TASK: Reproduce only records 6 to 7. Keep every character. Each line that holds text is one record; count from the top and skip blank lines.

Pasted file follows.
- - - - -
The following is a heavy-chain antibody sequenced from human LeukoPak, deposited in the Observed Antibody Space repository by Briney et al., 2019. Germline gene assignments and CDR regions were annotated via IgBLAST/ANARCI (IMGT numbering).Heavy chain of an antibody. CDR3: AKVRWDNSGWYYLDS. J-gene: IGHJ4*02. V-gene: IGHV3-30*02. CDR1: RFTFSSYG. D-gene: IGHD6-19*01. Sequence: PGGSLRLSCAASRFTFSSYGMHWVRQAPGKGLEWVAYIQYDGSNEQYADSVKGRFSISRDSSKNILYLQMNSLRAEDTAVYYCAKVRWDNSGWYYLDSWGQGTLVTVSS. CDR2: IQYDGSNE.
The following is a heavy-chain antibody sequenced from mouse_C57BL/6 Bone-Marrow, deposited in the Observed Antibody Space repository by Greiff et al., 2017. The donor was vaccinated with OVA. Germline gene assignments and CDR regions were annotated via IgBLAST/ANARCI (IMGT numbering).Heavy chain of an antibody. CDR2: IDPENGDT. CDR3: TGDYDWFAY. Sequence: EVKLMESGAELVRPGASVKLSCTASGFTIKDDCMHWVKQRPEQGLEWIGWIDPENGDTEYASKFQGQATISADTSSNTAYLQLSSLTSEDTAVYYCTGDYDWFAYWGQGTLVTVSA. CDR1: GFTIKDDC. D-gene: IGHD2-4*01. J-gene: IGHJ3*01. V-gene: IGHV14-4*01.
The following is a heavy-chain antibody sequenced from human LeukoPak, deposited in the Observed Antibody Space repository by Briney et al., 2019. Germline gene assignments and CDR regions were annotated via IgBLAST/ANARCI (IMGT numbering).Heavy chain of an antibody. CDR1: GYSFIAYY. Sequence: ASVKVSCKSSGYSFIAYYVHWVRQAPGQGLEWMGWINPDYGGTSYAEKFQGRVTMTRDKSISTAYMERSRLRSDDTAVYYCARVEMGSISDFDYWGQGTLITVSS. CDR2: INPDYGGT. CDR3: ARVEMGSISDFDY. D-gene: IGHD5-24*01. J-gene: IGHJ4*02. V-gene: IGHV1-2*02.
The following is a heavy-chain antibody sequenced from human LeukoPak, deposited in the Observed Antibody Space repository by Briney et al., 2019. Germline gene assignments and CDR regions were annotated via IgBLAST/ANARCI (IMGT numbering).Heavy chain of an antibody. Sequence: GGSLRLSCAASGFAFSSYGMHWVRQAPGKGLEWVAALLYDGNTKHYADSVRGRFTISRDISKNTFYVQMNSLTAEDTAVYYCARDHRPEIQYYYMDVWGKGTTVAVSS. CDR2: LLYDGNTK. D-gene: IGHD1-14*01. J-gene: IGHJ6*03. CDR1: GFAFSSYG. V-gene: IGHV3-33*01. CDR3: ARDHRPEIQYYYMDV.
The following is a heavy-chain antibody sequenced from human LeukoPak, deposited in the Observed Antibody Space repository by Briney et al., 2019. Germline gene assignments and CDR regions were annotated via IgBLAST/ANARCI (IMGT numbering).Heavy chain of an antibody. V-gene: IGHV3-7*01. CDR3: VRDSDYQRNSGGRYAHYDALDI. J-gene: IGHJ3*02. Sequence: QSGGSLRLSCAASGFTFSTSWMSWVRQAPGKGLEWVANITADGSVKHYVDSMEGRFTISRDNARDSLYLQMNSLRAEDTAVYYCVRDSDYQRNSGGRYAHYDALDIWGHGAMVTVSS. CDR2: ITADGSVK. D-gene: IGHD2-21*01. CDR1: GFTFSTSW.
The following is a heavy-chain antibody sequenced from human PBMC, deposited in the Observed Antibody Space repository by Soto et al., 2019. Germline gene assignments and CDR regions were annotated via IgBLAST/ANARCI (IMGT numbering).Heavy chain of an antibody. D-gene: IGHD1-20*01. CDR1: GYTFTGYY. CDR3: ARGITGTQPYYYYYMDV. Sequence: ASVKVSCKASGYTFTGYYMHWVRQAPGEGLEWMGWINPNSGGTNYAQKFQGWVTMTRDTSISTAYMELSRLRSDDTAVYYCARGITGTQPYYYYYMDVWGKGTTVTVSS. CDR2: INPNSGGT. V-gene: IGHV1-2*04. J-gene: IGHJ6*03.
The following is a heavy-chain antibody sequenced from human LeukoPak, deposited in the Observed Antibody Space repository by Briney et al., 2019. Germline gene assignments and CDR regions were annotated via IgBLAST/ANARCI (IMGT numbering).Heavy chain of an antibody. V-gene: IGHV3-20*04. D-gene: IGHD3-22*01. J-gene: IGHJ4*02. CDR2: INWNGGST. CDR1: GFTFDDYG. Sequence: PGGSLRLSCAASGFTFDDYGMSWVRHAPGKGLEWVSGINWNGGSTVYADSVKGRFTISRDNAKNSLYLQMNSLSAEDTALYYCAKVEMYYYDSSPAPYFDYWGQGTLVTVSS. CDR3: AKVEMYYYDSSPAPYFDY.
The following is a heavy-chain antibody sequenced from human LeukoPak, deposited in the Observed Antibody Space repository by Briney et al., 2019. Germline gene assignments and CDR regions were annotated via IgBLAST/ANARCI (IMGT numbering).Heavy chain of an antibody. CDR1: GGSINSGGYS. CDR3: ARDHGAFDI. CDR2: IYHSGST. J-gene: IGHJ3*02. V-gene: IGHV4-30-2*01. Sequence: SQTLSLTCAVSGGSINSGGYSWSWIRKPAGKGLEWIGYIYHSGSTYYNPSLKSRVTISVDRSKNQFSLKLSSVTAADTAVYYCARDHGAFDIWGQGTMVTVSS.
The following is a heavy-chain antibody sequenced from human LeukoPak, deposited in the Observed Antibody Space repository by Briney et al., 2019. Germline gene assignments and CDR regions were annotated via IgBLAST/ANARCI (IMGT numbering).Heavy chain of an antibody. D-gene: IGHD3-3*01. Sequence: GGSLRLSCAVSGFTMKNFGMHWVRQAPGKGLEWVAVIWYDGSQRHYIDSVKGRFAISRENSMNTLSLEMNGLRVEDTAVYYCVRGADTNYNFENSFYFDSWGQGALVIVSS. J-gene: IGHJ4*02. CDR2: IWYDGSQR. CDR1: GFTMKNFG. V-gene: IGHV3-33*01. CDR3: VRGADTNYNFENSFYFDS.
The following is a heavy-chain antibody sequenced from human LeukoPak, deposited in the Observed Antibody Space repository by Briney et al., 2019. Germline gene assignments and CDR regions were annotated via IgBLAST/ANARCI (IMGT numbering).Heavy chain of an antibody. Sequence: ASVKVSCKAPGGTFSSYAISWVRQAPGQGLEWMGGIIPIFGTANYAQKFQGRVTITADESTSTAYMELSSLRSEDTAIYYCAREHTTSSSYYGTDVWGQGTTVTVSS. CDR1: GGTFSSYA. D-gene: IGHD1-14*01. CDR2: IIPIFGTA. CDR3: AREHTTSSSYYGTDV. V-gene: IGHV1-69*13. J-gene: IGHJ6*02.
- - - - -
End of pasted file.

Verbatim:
The following is a heavy-chain antibody sequenced from human PBMC, deposited in the Observed Antibody Space repository by Soto et al., 2019. Germline gene assignments and CDR regions were annotated via IgBLAST/ANARCI (IMGT numbering).Heavy chain of an antibody. D-gene: IGHD1-20*01. CDR1: GYTFTGYY. CDR3: ARGITGTQPYYYYYMDV. Sequence: ASVKVSCKASGYTFTGYYMHWVRQAPGEGLEWMGWINPNSGGTNYAQKFQGWVTMTRDTSISTAYMELSRLRSDDTAVYYCARGITGTQPYYYYYMDVWGKGTTVTVSS. CDR2: INPNSGGT. V-gene: IGHV1-2*04. J-gene: IGHJ6*03.
The following is a heavy-chain antibody sequenced from human LeukoPak, deposited in the Observed Antibody Space repository by Briney et al., 2019. Germline gene assignments and CDR regions were annotated via IgBLAST/ANARCI (IMGT numbering).Heavy chain of an antibody. V-gene: IGHV3-20*04. D-gene: IGHD3-22*01. J-gene: IGHJ4*02. CDR2: INWNGGST. CDR1: GFTFDDYG. Sequence: PGGSLRLSCAASGFTFDDYGMSWVRHAPGKGLEWVSGINWNGGSTVYADSVKGRFTISRDNAKNSLYLQMNSLSAEDTALYYCAKVEMYYYDSSPAPYFDYWGQGTLVTVSS. CDR3: AKVEMYYYDSSPAPYFDY.